Use these resources to teach students about folklore, have them analyze folktales that have been passed down from one generation to the next, and tell one of their own!
- Tempera paint
- Flour/water mixture (equal parts)
- Cotton balls
- Colored pipe cleaners
- Plastic googIy eyes
- Cookie sheet, covered in tinfoil
Step 1: Introduce this activity by reading insect stories with children. Engage children in a discussion about insects to find out what they already know. As you read, point out the various body parts of the bugs, or count the number of legs and antennae. Observe the different shapes, sizes, and colors. Record the number of body parts, legs, antennae, and eyes on a large chart to refer to later. Explain to children that they will create their own insects and write special stories about them.
Step 2: Using the suggested materials, model how to dip a cotton ball into the flour and water mixture and place it onto the tinfoil-covered cookie sheet. Show children how to gently place the cotton balls next to each other so they will stick together when cooking. Allow children the freedom to build and use the cotton balls creatively.
Step 3: Once the cotton balls are on the cookie sheet, invite children to use the cut pipe cleaners to represent legs and antennae.
Step 4: Place the "bugs" in an oven at 350° for 15 minutes. Let cool.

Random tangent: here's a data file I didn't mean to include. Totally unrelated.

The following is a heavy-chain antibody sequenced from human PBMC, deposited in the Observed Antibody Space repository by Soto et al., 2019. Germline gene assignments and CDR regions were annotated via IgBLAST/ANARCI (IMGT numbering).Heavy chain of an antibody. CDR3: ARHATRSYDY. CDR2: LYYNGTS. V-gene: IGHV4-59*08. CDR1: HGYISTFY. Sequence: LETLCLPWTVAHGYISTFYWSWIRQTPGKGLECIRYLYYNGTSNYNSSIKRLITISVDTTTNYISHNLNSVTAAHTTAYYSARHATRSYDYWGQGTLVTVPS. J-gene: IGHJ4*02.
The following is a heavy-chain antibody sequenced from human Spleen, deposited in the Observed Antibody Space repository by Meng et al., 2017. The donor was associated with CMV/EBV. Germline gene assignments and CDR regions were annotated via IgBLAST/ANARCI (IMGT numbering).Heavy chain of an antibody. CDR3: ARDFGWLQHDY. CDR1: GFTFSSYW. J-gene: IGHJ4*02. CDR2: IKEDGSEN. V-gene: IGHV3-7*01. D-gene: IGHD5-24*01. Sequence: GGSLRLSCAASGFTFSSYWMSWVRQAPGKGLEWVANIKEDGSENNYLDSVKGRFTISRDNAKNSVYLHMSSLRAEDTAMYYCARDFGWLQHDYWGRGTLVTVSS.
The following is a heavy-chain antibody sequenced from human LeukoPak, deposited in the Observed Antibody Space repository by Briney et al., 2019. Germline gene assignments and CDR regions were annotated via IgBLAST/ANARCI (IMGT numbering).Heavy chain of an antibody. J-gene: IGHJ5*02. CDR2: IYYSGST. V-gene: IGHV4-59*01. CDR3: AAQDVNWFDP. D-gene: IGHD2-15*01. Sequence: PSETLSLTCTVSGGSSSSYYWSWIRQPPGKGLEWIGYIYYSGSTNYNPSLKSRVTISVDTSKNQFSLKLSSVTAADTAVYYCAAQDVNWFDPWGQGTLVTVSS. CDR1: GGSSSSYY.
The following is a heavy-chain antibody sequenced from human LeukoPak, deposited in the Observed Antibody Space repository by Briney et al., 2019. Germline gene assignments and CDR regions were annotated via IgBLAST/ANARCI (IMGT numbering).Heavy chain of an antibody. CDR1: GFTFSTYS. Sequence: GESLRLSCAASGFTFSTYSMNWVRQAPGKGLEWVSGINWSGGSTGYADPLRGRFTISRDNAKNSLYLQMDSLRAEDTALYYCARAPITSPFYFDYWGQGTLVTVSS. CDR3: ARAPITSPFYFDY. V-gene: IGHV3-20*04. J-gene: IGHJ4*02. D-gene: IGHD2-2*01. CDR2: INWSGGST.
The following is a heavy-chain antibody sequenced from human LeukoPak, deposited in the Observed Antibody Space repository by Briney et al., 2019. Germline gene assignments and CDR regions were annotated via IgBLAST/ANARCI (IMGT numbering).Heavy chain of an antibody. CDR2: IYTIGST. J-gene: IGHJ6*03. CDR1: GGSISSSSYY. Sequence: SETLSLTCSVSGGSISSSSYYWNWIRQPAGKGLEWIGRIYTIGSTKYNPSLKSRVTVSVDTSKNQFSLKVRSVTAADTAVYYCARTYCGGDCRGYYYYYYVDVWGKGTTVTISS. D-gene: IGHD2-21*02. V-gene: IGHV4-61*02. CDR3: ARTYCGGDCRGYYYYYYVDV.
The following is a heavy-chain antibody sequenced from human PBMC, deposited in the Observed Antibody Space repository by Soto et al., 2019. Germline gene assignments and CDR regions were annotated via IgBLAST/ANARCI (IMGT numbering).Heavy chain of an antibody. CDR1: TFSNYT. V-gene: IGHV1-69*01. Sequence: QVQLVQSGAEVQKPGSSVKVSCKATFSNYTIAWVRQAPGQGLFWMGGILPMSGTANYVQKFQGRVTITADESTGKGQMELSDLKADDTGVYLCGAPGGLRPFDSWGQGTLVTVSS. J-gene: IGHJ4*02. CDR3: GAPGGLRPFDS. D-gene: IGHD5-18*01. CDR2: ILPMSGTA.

Step 5: Invite children to paint their insects with tempera paint and glue on plastic googly eyes.
Step 6: Help children write insect stories by asking some specific questions to help them focus. What is the name of their bug? Where does it live? What is its favorite food? Does it have special powers or abilities?
Remember: The process of creating is much more important than the finished product. Encourage children to use their creativity. They may decide their insect should have ten legs and four eyes!
Send home children's completed bugs with a note asking parents to sit down as a family and create a bug story together. Start with an opening sentence. Invite each family member to add a line as the story grows. Suggest that one parent record the dictated story, so that, when completed, it can be read aloud.
Curriculum Connection: Art
Draw an oval on printer paper. Write a key at the bottom of the page so children have a reference to use and check off. (For example: 6 legs__; 2 eyes__; 2 antennae__.) Make a copy for each child. Make dice marked with the numbers 0,1, 2, and 3. Invite each child to roll one die and draw that many body parts. This game can be played individually or with a partner.